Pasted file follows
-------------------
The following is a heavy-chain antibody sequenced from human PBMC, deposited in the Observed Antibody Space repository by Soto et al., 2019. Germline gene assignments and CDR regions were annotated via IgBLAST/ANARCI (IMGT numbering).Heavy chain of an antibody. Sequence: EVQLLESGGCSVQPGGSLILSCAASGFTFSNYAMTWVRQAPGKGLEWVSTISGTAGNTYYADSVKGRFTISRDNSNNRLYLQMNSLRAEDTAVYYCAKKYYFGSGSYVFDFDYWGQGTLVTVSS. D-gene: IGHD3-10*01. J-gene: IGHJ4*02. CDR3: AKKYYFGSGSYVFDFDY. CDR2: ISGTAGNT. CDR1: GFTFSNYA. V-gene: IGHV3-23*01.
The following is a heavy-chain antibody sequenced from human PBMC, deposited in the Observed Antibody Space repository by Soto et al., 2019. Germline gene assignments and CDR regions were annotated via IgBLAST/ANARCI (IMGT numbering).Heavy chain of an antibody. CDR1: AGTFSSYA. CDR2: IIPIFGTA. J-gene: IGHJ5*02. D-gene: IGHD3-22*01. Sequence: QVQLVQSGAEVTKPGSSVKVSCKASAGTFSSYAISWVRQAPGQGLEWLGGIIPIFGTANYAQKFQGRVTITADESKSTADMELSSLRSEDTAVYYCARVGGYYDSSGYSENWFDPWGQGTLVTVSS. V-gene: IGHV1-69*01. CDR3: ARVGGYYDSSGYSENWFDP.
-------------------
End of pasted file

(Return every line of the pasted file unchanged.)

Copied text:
The following is a heavy-chain antibody sequenced from human PBMC, deposited in the Observed Antibody Space repository by Soto et al., 2019. Germline gene assignments and CDR regions were annotated via IgBLAST/ANARCI (IMGT numbering).Heavy chain of an antibody. Sequence: EVQLLESGGCSVQPGGSLILSCAASGFTFSNYAMTWVRQAPGKGLEWVSTISGTAGNTYYADSVKGRFTISRDNSNNRLYLQMNSLRAEDTAVYYCAKKYYFGSGSYVFDFDYWGQGTLVTVSS. D-gene: IGHD3-10*01. J-gene: IGHJ4*02. CDR3: AKKYYFGSGSYVFDFDY. CDR2: ISGTAGNT. CDR1: GFTFSNYA. V-gene: IGHV3-23*01.
The following is a heavy-chain antibody sequenced from human PBMC, deposited in the Observed Antibody Space repository by Soto et al., 2019. Germline gene assignments and CDR regions were annotated via IgBLAST/ANARCI (IMGT numbering).Heavy chain of an antibody. CDR1: AGTFSSYA. CDR2: IIPIFGTA. J-gene: IGHJ5*02. D-gene: IGHD3-22*01. Sequence: QVQLVQSGAEVTKPGSSVKVSCKASAGTFSSYAISWVRQAPGQGLEWLGGIIPIFGTANYAQKFQGRVTITADESKSTADMELSSLRSEDTAVYYCARVGGYYDSSGYSENWFDPWGQGTLVTVSS. V-gene: IGHV1-69*01. CDR3: ARVGGYYDSSGYSENWFDP.